The fact is that Mfume is well-positioned, if he so chooses, to play hardball with the Democratic establishment. If anything, the DNC memo could be interpreted as saying that black voters refuse to be taken for granted in the Democratic-heavy state. If the Democrats don't want to nominate a black candidate, African Americans can still support one of their own in the general election.
There are...problems with the post though. For one, its rather amusing to my ears to hear a Conservative using the "one of their own" rhetoric." Isn't that the type of radical, anti-integrationist rhetoric conservative Blacks decry from their liberal peers? What's good for the goose...
The second problem is that there really isn't any analysis on why Mfume is a better candidate than Cardin. I'm not following the race that closely, but I have heard murmurings that Mfume is not a particularly strong campaigner. In an update to the post, Mr. George responds to a study showing that White Republicans and Independents are more likely to vote Democrat when the Republicans run a Black candidate by arguing that in many of these cases the candidate might just be a sacrificial throw-away, not a serious performer. That may or may not be true (I doubt it can explain the whole thing), but it does seem to mandate at least some analysis on George's part as to whether Mfume is a solid candidate in his own right. And he really can't bring himself to compliment the guy, calling him a "conventional liberal" who was a better leader in the NAACP than the "insane" Julian Bond. High praise, that is. And there is absolutely nothing written about Cardin in the piece--how can we evaluate who the Democrats pick without a comparison to the leading candidate?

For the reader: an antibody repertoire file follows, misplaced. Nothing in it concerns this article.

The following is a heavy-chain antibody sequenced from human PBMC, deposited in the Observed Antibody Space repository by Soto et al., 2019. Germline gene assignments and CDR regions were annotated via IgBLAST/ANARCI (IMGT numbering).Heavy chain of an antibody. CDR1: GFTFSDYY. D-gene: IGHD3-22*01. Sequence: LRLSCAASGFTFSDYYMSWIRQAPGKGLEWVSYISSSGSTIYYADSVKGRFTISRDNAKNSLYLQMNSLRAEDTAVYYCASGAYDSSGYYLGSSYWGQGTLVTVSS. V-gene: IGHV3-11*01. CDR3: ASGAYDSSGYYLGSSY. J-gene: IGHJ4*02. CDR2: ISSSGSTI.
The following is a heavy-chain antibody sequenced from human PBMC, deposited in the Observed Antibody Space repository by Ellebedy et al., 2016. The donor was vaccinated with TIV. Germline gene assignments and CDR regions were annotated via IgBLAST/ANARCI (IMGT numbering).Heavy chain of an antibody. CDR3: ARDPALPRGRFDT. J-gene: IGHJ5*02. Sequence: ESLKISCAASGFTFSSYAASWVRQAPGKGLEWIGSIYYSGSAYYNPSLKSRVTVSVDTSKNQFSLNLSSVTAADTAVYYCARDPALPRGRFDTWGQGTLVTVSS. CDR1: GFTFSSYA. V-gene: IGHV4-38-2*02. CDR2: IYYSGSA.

Part of the "problem" (and what a problem to have!) is that the Democrats in Maryland have a really deep bench. In many places, Mfume would be a tier-one candidate, as he deserves to be. Unfortunately, this is Maryland, and we have a lot of rising stars peaking right about now. Montgomery County Executive Doug Duncan and Baltimore Mayor Martin O'Malley are both extraordinarily popular in their home territories, and I think both of them stand a chance of unseating Governor Bob Ehrlich. That primary is one of the rare cases where my "reluctant" support of a candidate (O'Malley) is not due to a personal shortcoming on his part, but rather because both men are absolutely stellar politicians and deserve advancement. And beyond Cardin and Mfume, many people were floating my Representative, Chris Van Hollen, for Sarbanes' open seat as well. He withdrew his name from consideration, but he's considered a front-runner for Mikulski's seat when she retires. I should note that Duncan and Van Hollen, like me, both are from the DC suburb part of Maryland--the part that George says has "little connection to the broader Maryland." Ah, it's good to be excluded from my own home state.
In any event, this post shouldn't be taken as an endorsement of Cardin over Mfume, or vice versa. As I said, I'm not informed enough on the merits of the two candidates. But I don't think George does a particularly good job of explaining why Mfume is the right man for the Democratic party. Color me unconvinced.